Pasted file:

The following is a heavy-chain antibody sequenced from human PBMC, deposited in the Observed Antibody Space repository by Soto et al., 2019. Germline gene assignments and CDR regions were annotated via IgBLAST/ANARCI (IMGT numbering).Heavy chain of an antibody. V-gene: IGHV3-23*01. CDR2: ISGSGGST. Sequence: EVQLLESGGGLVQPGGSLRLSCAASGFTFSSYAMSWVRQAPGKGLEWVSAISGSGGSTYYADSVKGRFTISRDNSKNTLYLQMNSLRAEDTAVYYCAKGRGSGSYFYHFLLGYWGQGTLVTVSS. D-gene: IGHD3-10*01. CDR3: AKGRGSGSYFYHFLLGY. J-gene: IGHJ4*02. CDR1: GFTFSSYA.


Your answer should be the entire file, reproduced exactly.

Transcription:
The following is a heavy-chain antibody sequenced from human PBMC, deposited in the Observed Antibody Space repository by Soto et al., 2019. Germline gene assignments and CDR regions were annotated via IgBLAST/ANARCI (IMGT numbering).Heavy chain of an antibody. V-gene: IGHV3-23*01. CDR2: ISGSGGST. Sequence: EVQLLESGGGLVQPGGSLRLSCAASGFTFSSYAMSWVRQAPGKGLEWVSAISGSGGSTYYADSVKGRFTISRDNSKNTLYLQMNSLRAEDTAVYYCAKGRGSGSYFYHFLLGYWGQGTLVTVSS. D-gene: IGHD3-10*01. CDR3: AKGRGSGSYFYHFLLGY. J-gene: IGHJ4*02. CDR1: GFTFSSYA.